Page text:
By similar reasoning at the end of the next clocking period when the clocking signal φ2 is high, the final charge on the capacitor C3 will be as follows: ##EQU5## Thus it can be seen that the final charge across a capacitor Cm connected across the transistor Qm, where m is an integer, at the end of a clocking period when the clocking signal supplied to the base of transistor Qm and the clocking end of capacitor Cm is high will be as follows: ##EQU6## by substituting α for β/(1+β) the above equation can be rewritten as follows: ##EQU7## From the above equation it can be seen that if the base current of all the transistors is disregarded and, thus if α is considered to be one, the final charge of the capacitor Cm will be equal to [VS -(VDC +VP)]C, which is the value of the charge originally applied to capacitor C0 and which is the desired signal at the capacitor Cm. However, due to the effect of the base currents in the transistors Q1 through Qm, the actual charge transferred to capacitor Cm differs from that originally applied to capacitor C0 by a DC level shift equal to (VDC +2VP -VS) (1-αm) and is multiplied by a signal gain equal to αm, which gain decreases the strength of the signal since α is a positive number less than one.

Even with the above-mentioned DC level shift and signal gain, the BBD disclosed in FIG. 1 is capable of sampling its input signal VS once during each cycle of its clocking signal φ1 and of transferring that sampled value to a successive capacitor each time its clocking signals change state, or at a rate equal to twice the frequency of its clocking signal. Thus, the BBD could be used as an analog delay circuit capable of transferring frequencies equal to approximately 1/2 its clocking frequency, and the delay time of such a circuit will depend upon the frequency of the clocking signal and the number of capacitors which separate the output from the input.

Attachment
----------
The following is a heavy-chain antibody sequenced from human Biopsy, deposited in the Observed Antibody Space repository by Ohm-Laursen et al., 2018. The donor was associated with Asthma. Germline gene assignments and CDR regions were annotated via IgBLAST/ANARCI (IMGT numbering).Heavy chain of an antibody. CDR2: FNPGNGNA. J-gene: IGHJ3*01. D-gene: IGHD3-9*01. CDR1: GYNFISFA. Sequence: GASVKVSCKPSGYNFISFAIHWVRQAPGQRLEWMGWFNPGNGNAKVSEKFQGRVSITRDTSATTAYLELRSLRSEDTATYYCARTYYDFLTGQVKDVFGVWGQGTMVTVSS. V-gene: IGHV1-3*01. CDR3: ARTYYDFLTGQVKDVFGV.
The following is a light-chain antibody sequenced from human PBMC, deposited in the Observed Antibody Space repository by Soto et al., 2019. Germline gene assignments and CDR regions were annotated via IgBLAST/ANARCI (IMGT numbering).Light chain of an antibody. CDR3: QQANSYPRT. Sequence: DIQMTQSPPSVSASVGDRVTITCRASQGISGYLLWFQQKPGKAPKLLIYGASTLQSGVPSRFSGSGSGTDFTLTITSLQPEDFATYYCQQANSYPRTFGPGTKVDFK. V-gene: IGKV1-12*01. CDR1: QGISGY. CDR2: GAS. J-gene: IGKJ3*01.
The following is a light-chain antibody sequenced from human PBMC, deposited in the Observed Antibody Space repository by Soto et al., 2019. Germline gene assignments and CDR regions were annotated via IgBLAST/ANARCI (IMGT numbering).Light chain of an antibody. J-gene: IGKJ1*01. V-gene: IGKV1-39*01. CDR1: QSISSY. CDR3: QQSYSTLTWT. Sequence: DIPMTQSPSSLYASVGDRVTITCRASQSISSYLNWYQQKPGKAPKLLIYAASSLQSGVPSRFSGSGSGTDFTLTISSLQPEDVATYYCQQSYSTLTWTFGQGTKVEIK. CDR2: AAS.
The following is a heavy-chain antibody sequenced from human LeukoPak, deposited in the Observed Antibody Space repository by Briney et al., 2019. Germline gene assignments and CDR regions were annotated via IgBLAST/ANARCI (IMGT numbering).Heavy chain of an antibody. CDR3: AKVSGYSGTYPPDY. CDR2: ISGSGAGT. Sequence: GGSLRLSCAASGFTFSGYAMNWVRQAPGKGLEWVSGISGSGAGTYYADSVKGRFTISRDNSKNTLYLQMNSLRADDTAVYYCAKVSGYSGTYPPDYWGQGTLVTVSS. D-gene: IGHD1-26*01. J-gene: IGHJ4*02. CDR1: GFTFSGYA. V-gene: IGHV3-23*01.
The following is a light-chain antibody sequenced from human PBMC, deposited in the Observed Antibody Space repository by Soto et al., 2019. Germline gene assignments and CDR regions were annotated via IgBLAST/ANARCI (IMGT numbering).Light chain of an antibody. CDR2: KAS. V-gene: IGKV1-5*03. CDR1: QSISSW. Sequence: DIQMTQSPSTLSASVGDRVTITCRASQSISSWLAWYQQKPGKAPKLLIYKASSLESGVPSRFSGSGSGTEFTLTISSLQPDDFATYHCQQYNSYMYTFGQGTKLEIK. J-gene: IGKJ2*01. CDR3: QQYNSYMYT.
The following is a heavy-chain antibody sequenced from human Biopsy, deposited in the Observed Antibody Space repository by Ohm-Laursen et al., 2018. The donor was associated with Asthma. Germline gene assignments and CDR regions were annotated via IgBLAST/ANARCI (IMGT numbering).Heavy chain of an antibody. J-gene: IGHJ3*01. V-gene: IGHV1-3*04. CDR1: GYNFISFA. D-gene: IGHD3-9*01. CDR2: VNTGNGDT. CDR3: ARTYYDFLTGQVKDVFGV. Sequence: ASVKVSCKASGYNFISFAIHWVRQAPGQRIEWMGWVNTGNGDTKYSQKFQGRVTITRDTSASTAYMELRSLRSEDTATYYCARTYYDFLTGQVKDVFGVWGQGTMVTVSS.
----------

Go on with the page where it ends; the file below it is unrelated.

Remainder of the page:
FIG. 1 illustrates a clocking signal drive circuit 8' of the type used in the prior art for supplying clocking signals φ1 and φ2 to a BBD. Clock driver circuit 8' is shown as being comprised of a φ1 clock driver 9a' and a φ2 clock driver 9b', which are identical to each other except for the fact that the driver 9a' receives as its input a clocking control signal φ1 ' and provides as its output the clocking signal φ1, whereas the drive circuit 9b' receives as its input the clocking control signal φ2 ' and provides as its output the clocking signal φ2. The components of the drive circuit 9b' are numbered in a corresponding manner to those of the drive circuit 9a'. Because of the similarity of the two drive circuits, only the connections and operation of the drive circuit 9a' will be explained.